's victory in Egypt's presidential election has caused widespread controversy among the country's artistic community.
Some artists are hopeful that Morsi, a senior member of the Muslim Brotherhood, will fulfil the demands of the revolution, while others fear he will implement strict Islamic rules that will stifle creativity and freedom of expression.
Whether they hold doubts and fears, or joy and optimism, artists believe the revolution continues.
Egyptian actress Gihan Fadel went to Tahrir Square on Sunday afternoon to celebrate Morsi's victory.
"I am happy with the results. I didn't support Morsi at the beginning but when the choice was between a representative of the revolution and that of the counter-revolution [Mubarak's last premier Ahmed Shafiq], I chose Morsi," Fadel told Al-Ahram Arabic.
"I will continue to support the president as long as he supports the demands of the revolution," she added.
"We are only one step ahead with our revolution and there is a lot of work still to do," Fadel said on her Facebook page. "We must never forget the large number of innocent civilians who remain imprisoned, while those [corrupt members of the old regime] enjoy their freedom."
In an interview with Al-Ahram Arabic, the actor Ahmed Eid expressed his delight with the presidential election result.
"I voted for Morsi because he is a representative of the revolution," he said.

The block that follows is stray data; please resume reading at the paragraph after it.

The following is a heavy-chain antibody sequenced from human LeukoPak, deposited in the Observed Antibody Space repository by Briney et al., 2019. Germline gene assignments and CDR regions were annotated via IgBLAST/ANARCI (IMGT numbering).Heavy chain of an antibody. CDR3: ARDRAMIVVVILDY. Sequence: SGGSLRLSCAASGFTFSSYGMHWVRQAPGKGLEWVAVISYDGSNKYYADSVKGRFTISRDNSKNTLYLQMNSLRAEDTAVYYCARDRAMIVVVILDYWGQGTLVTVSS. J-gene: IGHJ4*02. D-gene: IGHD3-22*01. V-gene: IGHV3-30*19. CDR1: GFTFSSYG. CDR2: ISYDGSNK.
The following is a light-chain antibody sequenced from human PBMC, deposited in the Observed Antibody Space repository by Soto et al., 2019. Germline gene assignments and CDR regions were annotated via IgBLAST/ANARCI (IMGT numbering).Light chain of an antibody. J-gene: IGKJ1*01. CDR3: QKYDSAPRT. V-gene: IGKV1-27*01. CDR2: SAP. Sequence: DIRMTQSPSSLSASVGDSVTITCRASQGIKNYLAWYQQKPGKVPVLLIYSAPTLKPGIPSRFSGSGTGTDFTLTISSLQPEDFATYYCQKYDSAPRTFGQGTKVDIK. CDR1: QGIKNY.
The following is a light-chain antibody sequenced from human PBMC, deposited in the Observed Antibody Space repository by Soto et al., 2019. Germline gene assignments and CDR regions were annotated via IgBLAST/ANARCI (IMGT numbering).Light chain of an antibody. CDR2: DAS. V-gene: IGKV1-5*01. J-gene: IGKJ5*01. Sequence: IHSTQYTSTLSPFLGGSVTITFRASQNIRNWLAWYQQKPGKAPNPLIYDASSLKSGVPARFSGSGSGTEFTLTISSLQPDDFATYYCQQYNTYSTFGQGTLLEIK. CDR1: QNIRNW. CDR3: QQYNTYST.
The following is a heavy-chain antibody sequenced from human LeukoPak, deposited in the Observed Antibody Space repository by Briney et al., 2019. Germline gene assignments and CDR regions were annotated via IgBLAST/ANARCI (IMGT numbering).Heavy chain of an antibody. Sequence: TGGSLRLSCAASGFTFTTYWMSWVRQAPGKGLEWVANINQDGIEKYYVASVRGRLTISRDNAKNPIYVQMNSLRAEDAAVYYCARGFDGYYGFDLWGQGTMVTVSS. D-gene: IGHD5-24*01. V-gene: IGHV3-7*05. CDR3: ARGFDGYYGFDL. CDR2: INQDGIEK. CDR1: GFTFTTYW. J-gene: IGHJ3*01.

Eid demanded that the president end discrimination in Egyptian society and work on building national unity and reconciliation.
"The rise of a political Islamist to power does not threaten freedom, especially that of art and creativity," Eid stated. "However, if it became a threat, I would be the first to stand against Morsi and his regime… I am an artist after all."
Egyptian director Khaled Youssef expressed his happiness with Morsi's victory via his Twitter account and said "the revolution continues."
Actor Khaled Abul-Naga also addressed his followers on Twitter:
"The people's historic revolution against fear continues peacefully by forcing the military junta to accept Morsi as our first civilian president."
Aside from his differences with the Muslim Brotherhood and his deep opposition to its ideology and politics, Abul-Naga said, "I am very happy Shafiq lost and we must give Morsi a chance."
On the other hand, some actors were disappointed by the presidential election result.
"I thought the majority of Egyptians were for a civil state… I just hope God blesses this country and grants us a better life," the actor Hany Ramzy told Al-Ahram Arabic.
Ramzy went on to object to being addressed as a Christian when asked about Morsi and fears the country could become an Islamic state.
"We are all Egyptians… we all live together and should stop differentiating between Muslims and Christians."
"I have no idea about Egypt's future because, unfortunately, the Brotherhood has been promising things and doing the opposite," Ramzy added.
Ramzy does not think artists are threatened by an Islamist president.
"[The Islamists] can censor their private channels but not those of others or the general taste of the public," he said.
Actor Khaled El-Sawy, who has become a prominent political activist over the last 18 months, did not express either joy or regret at Morsi's victory but called for the immediate release of all detained activists, the release of military officers who were arrested for backing the revolution, and an end to military trials of civilians.